Titles VII and IX

librarising posted this morning concerning the Fourth circuit ruling that transgender students are indeed covered by Title IX in the Virginia case of Grimm v. Gloucester County School Board.

Today’s fourth circuit decision is a vindication for Gavin and a reinforcement of the Department of Education’s policy. With this decision, we hope that schools and legislators will finally get the message that excluding transgender kids from the restrooms is unlawful sex discrimination.

--Joshua Block, ACLU

The uncontroverted facts before the district court demonstrate that as a result of the Board’s restroom policy, [Grimm] experiences daily psychological harm that puts him at risk for long-term psychological harm.

--Judge Andre Davis

Medical and child psychology experts have consistently told courts that recognizing transgender students’ identity is critical to their mental wellbeing. In a brief support Grimm’s lawsuit, a number of leading medical societies in the study of transgender health wrote: “For transgender students, being in a school that affirms and supports their gender identity is critical to ensuring that they too can experience adolescence in a healthy and constructive manner.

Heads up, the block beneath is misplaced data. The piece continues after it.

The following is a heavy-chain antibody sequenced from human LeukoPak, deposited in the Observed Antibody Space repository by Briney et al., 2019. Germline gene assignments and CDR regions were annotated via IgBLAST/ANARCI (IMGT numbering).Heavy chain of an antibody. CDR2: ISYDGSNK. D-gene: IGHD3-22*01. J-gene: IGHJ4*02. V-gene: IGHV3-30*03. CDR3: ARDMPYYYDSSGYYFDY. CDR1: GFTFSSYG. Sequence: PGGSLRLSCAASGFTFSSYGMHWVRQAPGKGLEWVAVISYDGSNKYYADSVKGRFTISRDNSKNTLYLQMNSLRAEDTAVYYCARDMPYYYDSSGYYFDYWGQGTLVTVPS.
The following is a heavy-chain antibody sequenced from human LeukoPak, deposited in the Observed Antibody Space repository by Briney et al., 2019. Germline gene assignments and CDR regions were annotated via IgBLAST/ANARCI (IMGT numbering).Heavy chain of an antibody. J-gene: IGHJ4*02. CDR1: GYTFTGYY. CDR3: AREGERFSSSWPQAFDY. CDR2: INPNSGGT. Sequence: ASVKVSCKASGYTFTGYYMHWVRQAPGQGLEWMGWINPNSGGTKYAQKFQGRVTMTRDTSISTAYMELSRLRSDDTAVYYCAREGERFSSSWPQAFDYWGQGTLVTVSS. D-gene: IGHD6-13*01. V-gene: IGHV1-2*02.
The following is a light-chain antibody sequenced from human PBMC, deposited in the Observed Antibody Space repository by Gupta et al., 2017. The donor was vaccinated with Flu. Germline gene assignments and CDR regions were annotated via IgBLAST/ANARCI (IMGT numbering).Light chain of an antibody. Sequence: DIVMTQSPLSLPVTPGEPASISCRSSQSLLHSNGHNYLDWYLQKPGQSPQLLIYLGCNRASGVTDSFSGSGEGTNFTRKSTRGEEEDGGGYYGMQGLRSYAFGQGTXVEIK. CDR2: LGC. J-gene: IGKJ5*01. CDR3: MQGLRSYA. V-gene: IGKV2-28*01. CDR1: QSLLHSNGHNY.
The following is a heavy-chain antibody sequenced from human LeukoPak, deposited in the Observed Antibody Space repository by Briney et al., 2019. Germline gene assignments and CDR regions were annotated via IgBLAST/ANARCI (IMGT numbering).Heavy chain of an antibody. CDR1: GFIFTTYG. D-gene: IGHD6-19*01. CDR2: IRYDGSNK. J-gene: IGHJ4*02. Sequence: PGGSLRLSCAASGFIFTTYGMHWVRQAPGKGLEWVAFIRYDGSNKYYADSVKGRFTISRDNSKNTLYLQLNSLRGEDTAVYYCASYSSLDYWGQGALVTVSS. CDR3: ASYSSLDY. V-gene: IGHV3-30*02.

A school that fails to support its transgender students risks severely hampering their development and long-term wellbeing,” the brief continued. “Refusing to respect and affirm a transgender student’s gender identity communicates a clear, negative message: there is something wrong with the student that warrants this unequal treatment."

This follows a ruling in March in federal district court in Connecticut that "employment discrimination on the basis of transgender identity is discrimination “because of sex” and therefore violates Title VII." In the case Fabian v. Hospital of Central Connecticut the Court denied the Hospital's motion for summary judgment using the claim that Title IX did not apply to gender identity.

In that case Dr. Deborah Fabian claimed that she was "very nearly hired" by the hospital as an on-call orthopedic surgeon until during an interview which she viewed as a formality she disclosed that she would be transitioning from male to female. she was subsequently denied employment.

Judge Stefan Underhill ruled that Dr. Fabian's case could proceed could proceed under Title IX of the Civil Rights Act.

In his decision, Underhill explained that “sex” discrimination in federal law is broader than “discrimination against women because they are women and ... men because they are men.” It includes discrimination based on the characteristics by which people are categorized as male or female.

Backed by precedent, Underhill determined that sex discrimination includes discrimination on the basis of gender stereotyping and gender identity.

That notion is not closely examined in any of the cases, but it is mistaken. ‘Male or female’ is a relatively weak definition of ‘sex’ for the same reason that ‘A, B, AB, or O’ is a relatively weak definition of ‘blood type’: it is not a formulation of meaning, but a list of instances.